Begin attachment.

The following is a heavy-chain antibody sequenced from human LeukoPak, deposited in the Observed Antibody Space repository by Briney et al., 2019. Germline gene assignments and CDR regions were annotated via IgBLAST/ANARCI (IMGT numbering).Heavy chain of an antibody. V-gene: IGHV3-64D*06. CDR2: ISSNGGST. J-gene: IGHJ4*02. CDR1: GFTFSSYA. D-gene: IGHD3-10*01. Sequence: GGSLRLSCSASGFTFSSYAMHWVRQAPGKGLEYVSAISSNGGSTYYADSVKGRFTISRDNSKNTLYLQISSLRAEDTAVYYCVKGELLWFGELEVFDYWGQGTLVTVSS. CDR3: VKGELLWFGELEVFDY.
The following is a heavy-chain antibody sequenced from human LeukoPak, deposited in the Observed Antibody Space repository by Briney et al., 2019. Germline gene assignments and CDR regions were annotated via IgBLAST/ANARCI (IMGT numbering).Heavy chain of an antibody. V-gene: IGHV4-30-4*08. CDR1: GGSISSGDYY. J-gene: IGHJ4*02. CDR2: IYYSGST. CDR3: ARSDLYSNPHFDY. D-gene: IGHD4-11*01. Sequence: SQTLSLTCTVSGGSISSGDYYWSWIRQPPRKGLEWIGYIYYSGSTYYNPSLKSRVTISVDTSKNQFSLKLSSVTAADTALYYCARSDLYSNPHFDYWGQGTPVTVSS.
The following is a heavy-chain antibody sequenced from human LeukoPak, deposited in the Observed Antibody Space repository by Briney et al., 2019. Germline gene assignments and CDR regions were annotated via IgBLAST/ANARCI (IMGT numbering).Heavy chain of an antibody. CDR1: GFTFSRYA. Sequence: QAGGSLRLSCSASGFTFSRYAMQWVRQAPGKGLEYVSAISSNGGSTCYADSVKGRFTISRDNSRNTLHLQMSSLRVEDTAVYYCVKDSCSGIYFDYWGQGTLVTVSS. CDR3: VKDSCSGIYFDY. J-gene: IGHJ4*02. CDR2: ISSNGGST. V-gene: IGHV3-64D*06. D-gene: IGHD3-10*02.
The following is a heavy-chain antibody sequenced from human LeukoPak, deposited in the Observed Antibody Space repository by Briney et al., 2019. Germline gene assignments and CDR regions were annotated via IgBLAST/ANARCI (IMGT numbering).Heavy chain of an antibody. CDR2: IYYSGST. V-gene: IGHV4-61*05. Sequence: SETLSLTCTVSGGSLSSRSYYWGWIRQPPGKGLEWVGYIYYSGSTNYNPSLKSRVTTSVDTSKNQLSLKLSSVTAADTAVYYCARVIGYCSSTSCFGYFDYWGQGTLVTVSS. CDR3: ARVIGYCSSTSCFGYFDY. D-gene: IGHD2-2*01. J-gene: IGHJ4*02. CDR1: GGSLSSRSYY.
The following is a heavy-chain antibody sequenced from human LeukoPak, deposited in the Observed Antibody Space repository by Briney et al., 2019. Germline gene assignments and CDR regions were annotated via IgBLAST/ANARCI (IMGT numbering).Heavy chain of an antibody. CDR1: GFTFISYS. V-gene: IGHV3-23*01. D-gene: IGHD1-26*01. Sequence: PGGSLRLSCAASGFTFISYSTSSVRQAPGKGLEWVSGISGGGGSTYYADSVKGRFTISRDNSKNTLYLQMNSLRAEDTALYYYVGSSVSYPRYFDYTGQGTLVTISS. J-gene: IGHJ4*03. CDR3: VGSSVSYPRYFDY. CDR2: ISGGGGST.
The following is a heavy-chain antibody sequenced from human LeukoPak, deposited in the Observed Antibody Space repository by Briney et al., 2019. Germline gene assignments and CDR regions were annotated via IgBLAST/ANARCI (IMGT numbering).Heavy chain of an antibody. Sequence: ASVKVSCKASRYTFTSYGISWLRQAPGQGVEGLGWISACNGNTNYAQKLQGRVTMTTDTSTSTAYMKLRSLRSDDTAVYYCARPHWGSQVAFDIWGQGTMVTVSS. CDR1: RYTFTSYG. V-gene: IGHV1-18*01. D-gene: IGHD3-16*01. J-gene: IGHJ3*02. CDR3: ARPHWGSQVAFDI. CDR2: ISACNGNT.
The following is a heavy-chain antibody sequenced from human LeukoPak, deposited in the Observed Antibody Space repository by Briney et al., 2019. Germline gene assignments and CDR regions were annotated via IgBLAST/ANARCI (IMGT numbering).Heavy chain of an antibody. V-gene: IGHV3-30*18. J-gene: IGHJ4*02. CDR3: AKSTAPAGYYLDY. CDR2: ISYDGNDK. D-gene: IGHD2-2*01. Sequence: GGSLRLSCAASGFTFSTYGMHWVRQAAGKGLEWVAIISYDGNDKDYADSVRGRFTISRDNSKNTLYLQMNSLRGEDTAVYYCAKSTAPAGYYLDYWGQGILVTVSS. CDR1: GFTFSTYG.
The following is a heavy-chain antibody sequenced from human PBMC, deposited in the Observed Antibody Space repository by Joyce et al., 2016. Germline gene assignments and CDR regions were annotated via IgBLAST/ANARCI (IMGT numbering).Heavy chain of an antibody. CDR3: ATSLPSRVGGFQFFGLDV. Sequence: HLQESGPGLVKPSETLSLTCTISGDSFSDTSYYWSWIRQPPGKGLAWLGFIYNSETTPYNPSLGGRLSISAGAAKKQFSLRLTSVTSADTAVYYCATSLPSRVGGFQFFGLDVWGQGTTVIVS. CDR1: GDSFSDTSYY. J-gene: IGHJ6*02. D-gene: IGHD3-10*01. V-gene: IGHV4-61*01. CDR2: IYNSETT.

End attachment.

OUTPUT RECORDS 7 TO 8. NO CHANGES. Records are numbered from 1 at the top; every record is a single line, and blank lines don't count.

The following is a heavy-chain antibody sequenced from human LeukoPak, deposited in the Observed Antibody Space repository by Briney et al., 2019. Germline gene assignments and CDR regions were annotated via IgBLAST/ANARCI (IMGT numbering).Heavy chain of an antibody. V-gene: IGHV3-30*18. J-gene: IGHJ4*02. CDR3: AKSTAPAGYYLDY. CDR2: ISYDGNDK. D-gene: IGHD2-2*01. Sequence: GGSLRLSCAASGFTFSTYGMHWVRQAAGKGLEWVAIISYDGNDKDYADSVRGRFTISRDNSKNTLYLQMNSLRGEDTAVYYCAKSTAPAGYYLDYWGQGILVTVSS. CDR1: GFTFSTYG.
The following is a heavy-chain antibody sequenced from human PBMC, deposited in the Observed Antibody Space repository by Joyce et al., 2016. Germline gene assignments and CDR regions were annotated via IgBLAST/ANARCI (IMGT numbering).Heavy chain of an antibody. CDR3: ATSLPSRVGGFQFFGLDV. Sequence: HLQESGPGLVKPSETLSLTCTISGDSFSDTSYYWSWIRQPPGKGLAWLGFIYNSETTPYNPSLGGRLSISAGAAKKQFSLRLTSVTSADTAVYYCATSLPSRVGGFQFFGLDVWGQGTTVIVS. CDR1: GDSFSDTSYY. J-gene: IGHJ6*02. D-gene: IGHD3-10*01. V-gene: IGHV4-61*01. CDR2: IYNSETT.